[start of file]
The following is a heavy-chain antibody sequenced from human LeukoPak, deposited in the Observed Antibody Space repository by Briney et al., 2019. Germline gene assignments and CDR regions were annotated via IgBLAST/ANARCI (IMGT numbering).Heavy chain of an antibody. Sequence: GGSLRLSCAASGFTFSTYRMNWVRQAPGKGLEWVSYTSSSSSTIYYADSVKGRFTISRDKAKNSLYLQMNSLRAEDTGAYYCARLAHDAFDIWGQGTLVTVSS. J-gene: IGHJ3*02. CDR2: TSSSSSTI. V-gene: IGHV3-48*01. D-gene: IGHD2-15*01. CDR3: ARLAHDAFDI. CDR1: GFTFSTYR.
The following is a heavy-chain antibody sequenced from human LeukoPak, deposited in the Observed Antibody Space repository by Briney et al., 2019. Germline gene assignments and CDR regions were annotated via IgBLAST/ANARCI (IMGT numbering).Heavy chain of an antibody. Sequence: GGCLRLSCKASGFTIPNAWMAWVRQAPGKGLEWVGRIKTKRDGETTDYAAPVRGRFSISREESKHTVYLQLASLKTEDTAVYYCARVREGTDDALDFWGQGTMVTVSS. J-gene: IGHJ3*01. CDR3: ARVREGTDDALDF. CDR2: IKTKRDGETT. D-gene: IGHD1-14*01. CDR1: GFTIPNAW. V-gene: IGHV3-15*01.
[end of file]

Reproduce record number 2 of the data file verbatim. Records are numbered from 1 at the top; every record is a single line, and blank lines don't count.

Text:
The following is a heavy-chain antibody sequenced from human LeukoPak, deposited in the Observed Antibody Space repository by Briney et al., 2019. Germline gene assignments and CDR regions were annotated via IgBLAST/ANARCI (IMGT numbering).Heavy chain of an antibody. Sequence: GGCLRLSCKASGFTIPNAWMAWVRQAPGKGLEWVGRIKTKRDGETTDYAAPVRGRFSISREESKHTVYLQLASLKTEDTAVYYCARVREGTDDALDFWGQGTMVTVSS. J-gene: IGHJ3*01. CDR3: ARVREGTDDALDF. CDR2: IKTKRDGETT. D-gene: IGHD1-14*01. CDR1: GFTIPNAW. V-gene: IGHV3-15*01.